By then, it wasn’t just the rich who could afford to drive cars: Between 1908 and 1916, the cost of a Ford Model T dropped from $850 to $360. By 1910, Minnesota ranked ninth among the states in terms of car registrations — with more than 1,500 motor vehicles, up from just 260 in 1900. In 1909, more autos were reportedly sold in Minneapolis in ratio to its population than any other city in the country.

The vanishing breed

Horses didn’t immediately bolt from the scene, of course. The Minneapolis Fire Department was still using horses in 1907, when a fire engine hitched to four white stallions charged down Cedar Avenue to extinguish a raging blaze. Vegetables and milk jugs were carted to many homes by horse-drawn wagons during World War I. And the delivery fleet for Donaldsons department store included a handful of horse-drawn wagons until at least 1920.

Public sentiment eventually turned against the trusty steeds. Gripes about reckless drivers morphed into complaints about dangerous animals. In 1906, Minneapolis merchants groused that some downtown streets were essentially being used as stables, with horses left unattended for hours. “There are times,” the Journal noted, “when Nicollet and Hennepin … are lined with standing teams and autos, making them look like the streets of a country town on a Saturday afternoon.”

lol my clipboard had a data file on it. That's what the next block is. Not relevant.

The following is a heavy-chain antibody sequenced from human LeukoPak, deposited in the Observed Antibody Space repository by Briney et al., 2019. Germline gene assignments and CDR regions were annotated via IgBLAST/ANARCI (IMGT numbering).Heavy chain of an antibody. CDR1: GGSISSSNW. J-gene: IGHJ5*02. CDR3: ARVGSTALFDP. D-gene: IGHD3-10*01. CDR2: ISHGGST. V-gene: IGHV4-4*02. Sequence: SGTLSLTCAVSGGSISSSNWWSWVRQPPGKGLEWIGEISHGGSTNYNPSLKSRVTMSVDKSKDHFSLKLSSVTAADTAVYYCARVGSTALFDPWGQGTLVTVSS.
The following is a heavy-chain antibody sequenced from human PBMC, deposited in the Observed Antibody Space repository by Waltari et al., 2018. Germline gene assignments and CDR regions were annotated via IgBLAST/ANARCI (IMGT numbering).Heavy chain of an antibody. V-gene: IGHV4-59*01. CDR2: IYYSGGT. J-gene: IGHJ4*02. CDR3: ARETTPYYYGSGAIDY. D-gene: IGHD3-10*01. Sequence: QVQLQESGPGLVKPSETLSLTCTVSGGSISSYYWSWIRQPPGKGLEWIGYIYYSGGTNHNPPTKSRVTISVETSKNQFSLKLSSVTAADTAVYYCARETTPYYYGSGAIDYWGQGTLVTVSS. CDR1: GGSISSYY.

Fountains with high basins for thirsty horses, located on Lake Calhoun and behind the State Capitol, on Sherburne Avenue, were replaced or removed. Hitching posts were uprooted as streets were paved. Blacksmiths became auto parts dealers, and liveries transformed into taxi companies.

Today, we await the honk of the self-driving car. But as proponents and critics debate the technology’s value and ramifications, it’s probably worth noting that the changes to our urban infrastructure that will come with driverless vehicles are both unpredictable and unstoppable. The horse is already out of the barn.

 

Joel Hoekstra is a Minneapolis freelance writer.